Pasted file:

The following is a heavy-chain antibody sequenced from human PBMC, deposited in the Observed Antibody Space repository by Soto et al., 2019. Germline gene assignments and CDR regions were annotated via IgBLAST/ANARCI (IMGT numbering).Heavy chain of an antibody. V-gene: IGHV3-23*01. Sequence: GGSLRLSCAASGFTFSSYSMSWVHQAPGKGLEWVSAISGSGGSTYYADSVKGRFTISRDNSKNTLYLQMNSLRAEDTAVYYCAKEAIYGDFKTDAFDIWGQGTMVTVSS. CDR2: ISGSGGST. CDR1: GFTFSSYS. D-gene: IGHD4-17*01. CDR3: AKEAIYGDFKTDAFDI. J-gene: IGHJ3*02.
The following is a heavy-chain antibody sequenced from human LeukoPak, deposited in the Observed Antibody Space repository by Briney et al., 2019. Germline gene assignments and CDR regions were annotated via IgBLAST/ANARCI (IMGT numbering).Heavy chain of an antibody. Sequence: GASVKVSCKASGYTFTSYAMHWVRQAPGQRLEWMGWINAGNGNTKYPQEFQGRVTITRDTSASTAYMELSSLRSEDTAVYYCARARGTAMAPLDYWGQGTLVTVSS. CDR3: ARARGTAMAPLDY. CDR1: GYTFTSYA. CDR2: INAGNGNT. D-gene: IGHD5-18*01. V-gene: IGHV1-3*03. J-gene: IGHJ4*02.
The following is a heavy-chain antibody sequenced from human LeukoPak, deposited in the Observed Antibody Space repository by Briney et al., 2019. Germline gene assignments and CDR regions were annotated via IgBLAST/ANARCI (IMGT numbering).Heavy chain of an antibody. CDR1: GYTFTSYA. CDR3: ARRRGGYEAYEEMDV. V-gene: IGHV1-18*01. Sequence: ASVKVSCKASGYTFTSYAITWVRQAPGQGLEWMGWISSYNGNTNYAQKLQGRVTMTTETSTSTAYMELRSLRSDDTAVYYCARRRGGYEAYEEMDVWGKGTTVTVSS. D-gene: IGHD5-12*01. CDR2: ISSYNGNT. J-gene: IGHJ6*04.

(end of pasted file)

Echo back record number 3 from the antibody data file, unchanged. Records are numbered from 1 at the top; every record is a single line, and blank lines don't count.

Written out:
The following is a heavy-chain antibody sequenced from human LeukoPak, deposited in the Observed Antibody Space repository by Briney et al., 2019. Germline gene assignments and CDR regions were annotated via IgBLAST/ANARCI (IMGT numbering).Heavy chain of an antibody. CDR1: GYTFTSYA. CDR3: ARRRGGYEAYEEMDV. V-gene: IGHV1-18*01. Sequence: ASVKVSCKASGYTFTSYAITWVRQAPGQGLEWMGWISSYNGNTNYAQKLQGRVTMTTETSTSTAYMELRSLRSDDTAVYYCARRRGGYEAYEEMDVWGKGTTVTVSS. D-gene: IGHD5-12*01. CDR2: ISSYNGNT. J-gene: IGHJ6*04.